Note that this is not just a story about laid-off factory workers, who obviously suffer the toughest losses. Rather, all workers in the US economy who resemble import-displaced workers in terms of education, skills, and credentials are affected. Landscapers won\’t lose their jobs to imports, but their wages are lowered through competition with those import-displaced factory workers.


In the early 1990s a flurry of studies, driven by the Nafta debate over US trade with Mexico, examined the links between trade, wages, and inequality. Updating a standard method from that earlier debate with 2006 data shows that trade has increased wages for those with a 4-year university degree by around three per cent and lowered wages for all other workers by about four per cent.

Consider a household of two median wages earners working a combined 3,600 hours per year (the average for married couples). A four per cent wage cut for this household would cost the couple $1,800 in annual pay. And this loss is net of any gains from trade: it fully accounts for the lower priced imports and new opportunities in export industries.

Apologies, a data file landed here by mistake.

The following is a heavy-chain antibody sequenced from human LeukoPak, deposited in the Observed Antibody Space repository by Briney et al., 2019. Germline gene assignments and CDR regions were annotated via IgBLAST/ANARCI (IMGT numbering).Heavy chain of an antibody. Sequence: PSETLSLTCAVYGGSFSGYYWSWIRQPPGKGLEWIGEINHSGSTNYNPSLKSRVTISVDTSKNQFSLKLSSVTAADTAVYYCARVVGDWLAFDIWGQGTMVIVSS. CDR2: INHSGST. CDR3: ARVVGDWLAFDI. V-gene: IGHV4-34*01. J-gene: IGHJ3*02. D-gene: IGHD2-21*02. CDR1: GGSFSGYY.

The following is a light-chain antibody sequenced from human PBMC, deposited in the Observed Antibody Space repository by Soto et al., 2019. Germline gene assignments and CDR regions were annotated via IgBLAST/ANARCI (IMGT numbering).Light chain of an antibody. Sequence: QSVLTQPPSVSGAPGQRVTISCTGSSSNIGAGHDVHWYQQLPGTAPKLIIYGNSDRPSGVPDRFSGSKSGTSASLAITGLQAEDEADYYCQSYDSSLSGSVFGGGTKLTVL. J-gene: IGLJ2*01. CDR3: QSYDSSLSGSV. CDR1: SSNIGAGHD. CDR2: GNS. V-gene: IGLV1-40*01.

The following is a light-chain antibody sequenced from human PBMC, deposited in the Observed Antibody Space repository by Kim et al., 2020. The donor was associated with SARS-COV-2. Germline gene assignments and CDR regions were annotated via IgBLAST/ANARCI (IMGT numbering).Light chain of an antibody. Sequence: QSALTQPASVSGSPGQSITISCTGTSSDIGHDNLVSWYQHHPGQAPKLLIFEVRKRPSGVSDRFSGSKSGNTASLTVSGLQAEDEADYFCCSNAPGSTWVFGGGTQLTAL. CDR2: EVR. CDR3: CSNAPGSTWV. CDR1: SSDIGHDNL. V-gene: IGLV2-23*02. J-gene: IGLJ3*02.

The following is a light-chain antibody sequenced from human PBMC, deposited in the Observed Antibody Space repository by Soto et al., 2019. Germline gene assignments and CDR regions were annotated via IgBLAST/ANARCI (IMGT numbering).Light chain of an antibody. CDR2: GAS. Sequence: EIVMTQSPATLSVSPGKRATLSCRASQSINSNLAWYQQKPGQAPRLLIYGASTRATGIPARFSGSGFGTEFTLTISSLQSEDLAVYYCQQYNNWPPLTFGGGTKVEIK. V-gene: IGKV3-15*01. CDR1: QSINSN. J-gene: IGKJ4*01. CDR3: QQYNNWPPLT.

Ah, and there we see the twist in the tale. It is not true to say that this median wage earning household has seen its income fall by $1,800. It is true to say that (assuming you believe the analysis, which we will for the moment) their income is $1,800 lower than it would have been without the globalisation. But it hasn\’t actually fallen, it simply hasn\’t risen as much as it might have done.

So the average American worker is not in fact geting poorer. They\’re just not getting rich as fast as they might do.

To work out whether this is a good thing or not we then need to look at who is getting rich more quickly as a result of the globalisation. That would be those hundreds of millions of South and East Asians who have, in the past generation, risen up out of $1 a day poverty into a safe and secure lifestyle.

Now traditionally lefties would look at this result and pronounce it good. The rich (and by any global standard the median US household is stinkingly rich) are getting richer more slowly than the poor, who are leaving their absolute poverty behind them.

Somewhat sad to see someone like Jared Bernstein abandoning such a moral calculus and start to think only about those already rich, the Americans.